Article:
How to cite: Stott, L., Shao, J., Harazin, K., Davy, B., Pecher, I., Coffin, R., Reiss, L., and Suckale, J.: Storage/Release of Geologic Carbon Influenced Pleistocene Glacial/Interglacial Atmospheric pCO2 Cycles, EGU General Assembly 2020, Online, 4–8 May 2020, EGU2020-4241, https://doi.org/10.5194/egusphere-egu2020-4241, 2020

D3117 |
EGU2020-3433<span style="font-size: .8em!important; font-weight: bold; vertical-align: super; color: green!important;"><span title="Early career scientist: an ECS is an undergraduate or postgraduate (Masters/PhD) student or a scientist who has received their highest degree (BSc, MSc, or PhD) within the past seven years. Provided parental leave fell into that period, up to one year of parental leave time may be added per child, where appropriate.">ECS</span></span>
Bo Liu, Katharina Six, and Tatiana Ilyina

The deglacial atmospheric CO2 increase has been attributed to a combination of mechanisms, many of which relate to the ocean outgassing triggered by changing marine physical and biogeochemical states. To quantify the impact of proposed processes and feedback on the deglacial CO2 rise, previous modelling studies mostly conducted time-slice sensitivity experiments. Here, we present results from a transient deglaciation simulation (24 kB.P. - 1850) using the comprehensive Max Planck Institute Earth System Model (MPI-ESM). We force the model with the deglacial atmospheric greenhouse gases (CO2, CH4, N2O) concentrations, obital parameters, ice sheet reconstruction and transient dust deposition. The ocean biogeochemical component of MPI-ESM is using the same automatical adjustment of bathymetry and land-sea mask in response to deglacial continental runoff and melt water discharge. In and around the areas of changing land-sea mask, we redistribute the marine biogeochemical tracers in accord with the simulated salinity. Terrestrial organic matter is transferred from flooded land areas to the ocean, which guarantees mass conservation with respect to carbon. We also include 13C tracers in the ocean biogeochemical component to evaluate the simulated ocean state against proxy data. The initial marine nutrients and carbon inventories are set the same as those in the present-day ocean. 
During the first 3 kyr, the climate and ocean state show, as expected, only modest variations. Some flooding events of coastal areas bring terrestrial organic matter to the ocean and lead locally to CO2 outgassing for several decades. Terrestrial organic matter has a higher carbon to nutrient stoichiometry as compared to marine organic matter, thus its remineralization favours CO2 outgassing. Additionally, the accumulation of terrestrial organic matter in the top layers of the marine sediment reduces the replenishment of the water-column nutrients by the re-flux of remineralization products from marine sediment. Consequently, the strength of the local biological pump decreases. Further results will be presented and discussed.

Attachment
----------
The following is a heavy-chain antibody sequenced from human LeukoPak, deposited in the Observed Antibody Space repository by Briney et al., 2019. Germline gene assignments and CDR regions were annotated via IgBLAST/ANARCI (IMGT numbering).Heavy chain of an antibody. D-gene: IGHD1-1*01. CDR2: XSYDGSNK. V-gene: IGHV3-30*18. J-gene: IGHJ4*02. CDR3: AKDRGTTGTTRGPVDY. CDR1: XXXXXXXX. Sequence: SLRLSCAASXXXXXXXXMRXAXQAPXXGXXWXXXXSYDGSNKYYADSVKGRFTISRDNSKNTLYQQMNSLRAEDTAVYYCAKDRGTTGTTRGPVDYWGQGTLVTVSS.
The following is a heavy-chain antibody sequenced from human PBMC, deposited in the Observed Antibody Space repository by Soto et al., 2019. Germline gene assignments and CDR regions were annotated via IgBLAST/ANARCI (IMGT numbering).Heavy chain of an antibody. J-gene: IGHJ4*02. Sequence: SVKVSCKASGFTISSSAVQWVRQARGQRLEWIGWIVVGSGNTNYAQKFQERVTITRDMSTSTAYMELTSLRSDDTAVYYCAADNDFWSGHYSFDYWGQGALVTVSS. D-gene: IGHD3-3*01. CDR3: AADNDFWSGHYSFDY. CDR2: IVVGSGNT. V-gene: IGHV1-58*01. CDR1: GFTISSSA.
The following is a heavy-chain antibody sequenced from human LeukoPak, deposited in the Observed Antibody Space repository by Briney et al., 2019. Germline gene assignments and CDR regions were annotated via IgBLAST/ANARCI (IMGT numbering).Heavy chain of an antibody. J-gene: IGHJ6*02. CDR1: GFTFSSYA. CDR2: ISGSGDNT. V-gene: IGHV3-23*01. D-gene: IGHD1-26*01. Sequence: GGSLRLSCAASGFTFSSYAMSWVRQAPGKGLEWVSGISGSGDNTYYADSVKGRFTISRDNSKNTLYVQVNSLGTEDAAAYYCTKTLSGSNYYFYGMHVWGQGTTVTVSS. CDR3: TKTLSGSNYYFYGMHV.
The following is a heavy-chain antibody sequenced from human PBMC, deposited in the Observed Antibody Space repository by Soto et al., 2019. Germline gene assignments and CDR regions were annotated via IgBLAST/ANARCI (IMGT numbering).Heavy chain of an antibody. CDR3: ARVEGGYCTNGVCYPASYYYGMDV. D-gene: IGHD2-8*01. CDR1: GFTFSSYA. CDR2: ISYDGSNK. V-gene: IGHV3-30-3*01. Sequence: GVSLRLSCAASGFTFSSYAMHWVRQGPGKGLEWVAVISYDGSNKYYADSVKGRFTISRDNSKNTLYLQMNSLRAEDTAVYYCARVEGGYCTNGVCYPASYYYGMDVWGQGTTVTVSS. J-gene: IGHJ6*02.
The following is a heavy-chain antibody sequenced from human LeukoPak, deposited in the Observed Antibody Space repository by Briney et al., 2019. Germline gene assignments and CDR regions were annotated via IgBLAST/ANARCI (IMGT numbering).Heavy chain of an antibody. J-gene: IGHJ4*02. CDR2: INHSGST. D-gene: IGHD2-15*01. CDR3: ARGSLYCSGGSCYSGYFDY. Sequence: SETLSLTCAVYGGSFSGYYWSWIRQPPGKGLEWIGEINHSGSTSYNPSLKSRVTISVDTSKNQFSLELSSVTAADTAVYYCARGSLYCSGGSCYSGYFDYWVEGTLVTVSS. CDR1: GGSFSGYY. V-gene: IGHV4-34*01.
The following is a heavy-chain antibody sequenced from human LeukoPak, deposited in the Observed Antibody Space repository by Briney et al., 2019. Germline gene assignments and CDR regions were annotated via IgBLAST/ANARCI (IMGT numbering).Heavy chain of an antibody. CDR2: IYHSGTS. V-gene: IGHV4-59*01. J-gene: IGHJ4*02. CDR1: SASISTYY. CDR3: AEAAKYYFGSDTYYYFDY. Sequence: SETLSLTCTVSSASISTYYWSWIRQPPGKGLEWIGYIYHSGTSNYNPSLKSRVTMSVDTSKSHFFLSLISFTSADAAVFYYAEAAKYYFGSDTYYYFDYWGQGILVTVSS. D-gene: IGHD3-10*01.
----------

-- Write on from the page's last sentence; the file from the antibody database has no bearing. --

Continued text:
How to cite: Liu, B., Six, K., and Ilyina, T.: Ocean carbon cycle during the last deglaciation in the Max Planck Institute Earth System Model, EGU General Assembly 2020, Online, 4–8 May 2020, EGU2020-3433, https://doi.org/10.5194/egusphere-egu2020-3433, 2020

D3118 |
EGU2020-1370<span style="font-size: .8em!important; font-weight: bold; vertical-align: super; color: green!important;"><span title="Early career scientist: an ECS is an undergraduate or postgraduate (Masters/PhD) student or a scientist who has received their highest degree (BSc, MSc, or PhD) within the past seven years. Provided parental leave fell into that period, up to one year of parental leave time may be added per child, where appropriate.">ECS</span></span>
Himadri Saini, Karin F. Kvale, Katrin J. Meissner, Laurie Menviel, and Lise Missiaen

Marine plankton play a key role in climatic transitions through their ability to transfer atmospheric carbon dioxide (CO2) to the deep ocean via the biological pump. It has been suggested that the lower atmospheric CO2 concentrations during the Last Glacial Maximum (LGM) might have resulted from enhanced export production triggered by higher micronutrient (Fe, Si) availability from continental dust, particularly in the Southern Ocean. Such a scenario is consistent with higher sediment accumulation rates observed during the LGM.